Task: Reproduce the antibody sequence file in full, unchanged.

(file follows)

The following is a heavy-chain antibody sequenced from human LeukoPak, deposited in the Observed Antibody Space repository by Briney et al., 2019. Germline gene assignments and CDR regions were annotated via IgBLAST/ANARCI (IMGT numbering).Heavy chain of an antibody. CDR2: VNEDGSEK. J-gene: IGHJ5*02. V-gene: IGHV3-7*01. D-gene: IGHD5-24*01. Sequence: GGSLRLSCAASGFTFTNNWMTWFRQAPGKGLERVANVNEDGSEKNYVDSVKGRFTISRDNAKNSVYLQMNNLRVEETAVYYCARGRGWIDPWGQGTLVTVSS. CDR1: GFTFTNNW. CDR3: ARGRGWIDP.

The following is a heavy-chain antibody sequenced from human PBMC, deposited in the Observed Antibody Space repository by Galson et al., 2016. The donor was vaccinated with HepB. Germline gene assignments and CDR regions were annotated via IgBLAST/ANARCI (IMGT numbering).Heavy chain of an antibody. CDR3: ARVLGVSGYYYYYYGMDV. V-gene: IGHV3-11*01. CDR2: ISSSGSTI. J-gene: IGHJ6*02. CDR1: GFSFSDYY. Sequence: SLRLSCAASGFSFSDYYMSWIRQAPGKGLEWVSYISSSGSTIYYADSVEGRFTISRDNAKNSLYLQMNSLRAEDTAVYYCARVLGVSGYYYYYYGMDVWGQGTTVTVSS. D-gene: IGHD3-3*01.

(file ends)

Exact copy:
The following is a heavy-chain antibody sequenced from human LeukoPak, deposited in the Observed Antibody Space repository by Briney et al., 2019. Germline gene assignments and CDR regions were annotated via IgBLAST/ANARCI (IMGT numbering).Heavy chain of an antibody. CDR2: VNEDGSEK. J-gene: IGHJ5*02. V-gene: IGHV3-7*01. D-gene: IGHD5-24*01. Sequence: GGSLRLSCAASGFTFTNNWMTWFRQAPGKGLERVANVNEDGSEKNYVDSVKGRFTISRDNAKNSVYLQMNNLRVEETAVYYCARGRGWIDPWGQGTLVTVSS. CDR1: GFTFTNNW. CDR3: ARGRGWIDP.

The following is a heavy-chain antibody sequenced from human PBMC, deposited in the Observed Antibody Space repository by Galson et al., 2016. The donor was vaccinated with HepB. Germline gene assignments and CDR regions were annotated via IgBLAST/ANARCI (IMGT numbering).Heavy chain of an antibody. CDR3: ARVLGVSGYYYYYYGMDV. V-gene: IGHV3-11*01. CDR2: ISSSGSTI. J-gene: IGHJ6*02. CDR1: GFSFSDYY. Sequence: SLRLSCAASGFSFSDYYMSWIRQAPGKGLEWVSYISSSGSTIYYADSVEGRFTISRDNAKNSLYLQMNSLRAEDTAVYYCARVLGVSGYYYYYYGMDVWGQGTTVTVSS. D-gene: IGHD3-3*01.